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Intensive Care Med. 2002 May;28(5):616-21. Epub 2002 Mar 26.

Immunological mechanisms of severe respiratory syncytial virus bronchiolitis.

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Wilhelmina Children's Hospital, University Medical Center, POB 85090, 3508 AB Utrecht, The Netherlands.


Respiratory syncytial virus (RSV) bronchiolitis resulting in respiratory insufficiency is frequently encountered during the winter season in paediatric intensive care units. This review evaluates potential determinants described in severe RSV bronchiolitis with special attention to the role of immaturity of immune responses during infancy. Pre-existent cardiac or pulmonary compromises have been documented as clinical risk factors for severe RSV bronchiolitis. In addition to this group of infants with pre-morbidity, a large proportion of mechanically ventilated RSV bronchiolitis patients are previously healthy full-term infants or premature neonates without predisposing risk factors. In general, infants at this early age have maturation-related deficient cellular immunity. Several studies show an association between decreased cellular immunity and severe RSV bronchiolitis, indeed suggesting that a maturation-related defect of the cellular immune system facilitates severe RSV. In addition, low virus-specific antibody titres prior to RSV bronchiolitis have been shown to be a risk factor for severe RSV bronchiolitis. A low level of cellular and humoral immunity would explain that higher viral titres are found in infants with most severe illness. In conclusion, immaturity of the physiological functions in healthy pre-term infants and neonates, in particular the immune system, appears to be an important factor in the pathogenesis of RSV bronchiolitis resulting in mechanical ventilation.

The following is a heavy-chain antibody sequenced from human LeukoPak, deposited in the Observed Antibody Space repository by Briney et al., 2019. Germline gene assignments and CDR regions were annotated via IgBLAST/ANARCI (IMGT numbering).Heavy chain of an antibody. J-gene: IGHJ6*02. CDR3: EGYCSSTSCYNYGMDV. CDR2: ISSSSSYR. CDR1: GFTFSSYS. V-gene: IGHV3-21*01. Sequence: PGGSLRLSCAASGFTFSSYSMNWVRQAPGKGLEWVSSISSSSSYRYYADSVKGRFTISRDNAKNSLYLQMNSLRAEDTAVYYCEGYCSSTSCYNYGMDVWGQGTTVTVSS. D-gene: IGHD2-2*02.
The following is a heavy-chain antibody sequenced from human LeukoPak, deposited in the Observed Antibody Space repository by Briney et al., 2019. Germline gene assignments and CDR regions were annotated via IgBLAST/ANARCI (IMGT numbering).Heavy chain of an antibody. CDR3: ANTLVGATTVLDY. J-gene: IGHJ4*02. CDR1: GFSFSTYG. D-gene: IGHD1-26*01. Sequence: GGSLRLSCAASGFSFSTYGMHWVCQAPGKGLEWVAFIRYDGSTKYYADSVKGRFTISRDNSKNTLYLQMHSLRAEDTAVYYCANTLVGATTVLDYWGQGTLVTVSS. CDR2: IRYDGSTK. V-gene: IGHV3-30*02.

[Indexed for MEDLINE]

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